So there they were, the Irish bookie and his publicist, rattling around Rome, trying to get people to bet on who the new Pope would be. Reading a newspaper one day, Scott saw a picture of Dennis Rodman meeting Kim Jong Un, the Supreme Commander of North Korea. Rodman had been invited by Shane Smith, a documentary-maker connected to the Vice media group, who had arranged a basketball exhibition in North Korea. One evening, there was a knock at Rodman’s door. Several officials had been ordered to bring him to the Supreme Leader’s palace. He thought he was being arrested. But he wasn’t — he was being given an audience with Kim Jong Un, who is a massive basketball fan; when he was a student, in Geneva, he loved the Chicago Bulls. You can just see it: lonely student, funny haircut, no experience of the West, sitting there, watching Rodman’s antics. Loving the tatts, the piercings, the implication of sex and rebellion.
He invited Rodman back to spend a few days on his private island. “It’s like Hawaii or Ibiza, but he’s the only one that lives there,” said Rodman recently. That is, aside from the “50 or 60 people around him all the time — just normal people, drinking cocktails and laughing the whole time”. Kim’s tequila is top quality: “Everything he has is the best.”
The way Rodman explains it to me is: “I don’t care what the fuck he does over there, what he does over here — between me and him, we’re friends. I don’t care.”
Anyway, Scott thought Rodman would be a great frontman for the “Money back if the Pope’s black” campaign. Rodman agreed. He flew to Rome. Sitting in a restaurant one night, Scott, Power and Rodman came up with an idea. A basketball match! In North Korea! On the Marshal’s 31st birthday!
Rodman takes his cigar out of his mouth. “If it works — great!”
We look at each other. “It will work,” he says. “It will work. Just watch. Twenty-four months from now. The door will open — a crack. It took an asshole like me to do it. On January 8, I will be the most famous guy in the goddamn world — without even trying.”
Rodman has sometimes described the double-edged sword of fame. We talk about how, somewhere inside, there exists a guy called Dennis Rodman, who grew up poor, fatherless and hopeless in Dallas, who was “a drug dealer and a thief”. He says: “I don’t try to over-analyse, to relive it. If I did, guess what? We do have emotional trigger points. You do cry alone sometimes. You do cry alone.”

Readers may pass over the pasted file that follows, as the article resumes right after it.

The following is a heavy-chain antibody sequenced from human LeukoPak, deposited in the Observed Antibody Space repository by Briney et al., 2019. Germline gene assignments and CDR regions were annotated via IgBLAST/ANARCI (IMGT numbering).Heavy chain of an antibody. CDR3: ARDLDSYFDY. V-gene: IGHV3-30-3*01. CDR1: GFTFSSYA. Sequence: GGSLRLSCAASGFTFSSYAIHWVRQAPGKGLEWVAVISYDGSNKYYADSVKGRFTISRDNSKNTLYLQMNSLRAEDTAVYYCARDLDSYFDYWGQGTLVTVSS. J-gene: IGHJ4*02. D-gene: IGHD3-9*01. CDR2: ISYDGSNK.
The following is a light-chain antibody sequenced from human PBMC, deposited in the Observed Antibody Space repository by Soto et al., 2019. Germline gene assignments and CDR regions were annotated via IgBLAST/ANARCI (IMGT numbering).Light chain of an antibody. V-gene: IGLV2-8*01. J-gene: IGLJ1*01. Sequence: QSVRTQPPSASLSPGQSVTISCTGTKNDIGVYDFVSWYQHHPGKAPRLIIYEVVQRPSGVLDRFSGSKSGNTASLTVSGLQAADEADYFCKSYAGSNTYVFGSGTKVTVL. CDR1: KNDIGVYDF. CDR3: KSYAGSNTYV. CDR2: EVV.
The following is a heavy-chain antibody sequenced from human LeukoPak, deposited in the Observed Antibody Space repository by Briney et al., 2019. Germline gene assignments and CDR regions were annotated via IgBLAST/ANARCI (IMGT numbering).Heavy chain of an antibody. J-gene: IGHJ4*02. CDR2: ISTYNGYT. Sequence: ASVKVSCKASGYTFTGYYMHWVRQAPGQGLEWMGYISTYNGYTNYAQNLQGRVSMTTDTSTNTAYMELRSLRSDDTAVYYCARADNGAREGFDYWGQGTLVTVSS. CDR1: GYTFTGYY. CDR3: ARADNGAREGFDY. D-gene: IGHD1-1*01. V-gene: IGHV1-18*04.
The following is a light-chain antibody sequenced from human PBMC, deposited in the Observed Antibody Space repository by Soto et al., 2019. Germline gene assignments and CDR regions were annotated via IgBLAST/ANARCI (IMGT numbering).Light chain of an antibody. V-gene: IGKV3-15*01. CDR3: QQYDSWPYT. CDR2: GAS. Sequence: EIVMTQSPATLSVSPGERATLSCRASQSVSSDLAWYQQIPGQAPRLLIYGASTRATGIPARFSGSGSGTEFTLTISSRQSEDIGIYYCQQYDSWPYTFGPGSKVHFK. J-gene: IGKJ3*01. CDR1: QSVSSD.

But then, every morning, he puts on his shades and his baseball cap, and becomes a different person — “Dennis Rodman“, the persona he created with the help of the media. The party animal who never stops. The guy who drinks, sometimes for days on end. The guy with a protective carapace of strippers and Bunny Girls, a moveable entourage that protects him from everything, even his girlfriends. He once had a bender that involved a motorcycle accident; he went to hospital, had his leg stitched up, then went back to a strip club. The bender continued. “Always do one thing — go forward,” he says.
Where does he live now? “Hotels,” he says.
We talk about his father, who has moved to the Philippines, and whom Rodman contacted and visited a few years ago. “He had 15 kids living with him. I don’t see him as my father. I see him as ... my friend. I’ve done all my crying. If I had my father back then, I wouldn’t be here now.”
YOU can see why Dennis Rodman mostly prefers to be “Dennis Rodman” — it’s a way of avoiding psychological pain, mostly with women. For Rodman, intimacy is the hardest thing. He has often said he refuses to remain faithful to one woman. That way, he’s never alone. And his relationships don’t last long, because nobody likes being cheated on. Or, as Rodman has put it, “There’s always fine print.”
“Life doesn’t play fair, man,” he tells me. “Pick a woman. What’s the chance she’s going to be with you for ever? If you googled divorce rates today, it’s insane! Go any place. And watch women. Watch ‘em. If you look at women, you see one thing. They’re not trying to impress men. They’re trying to impress who? Other women.”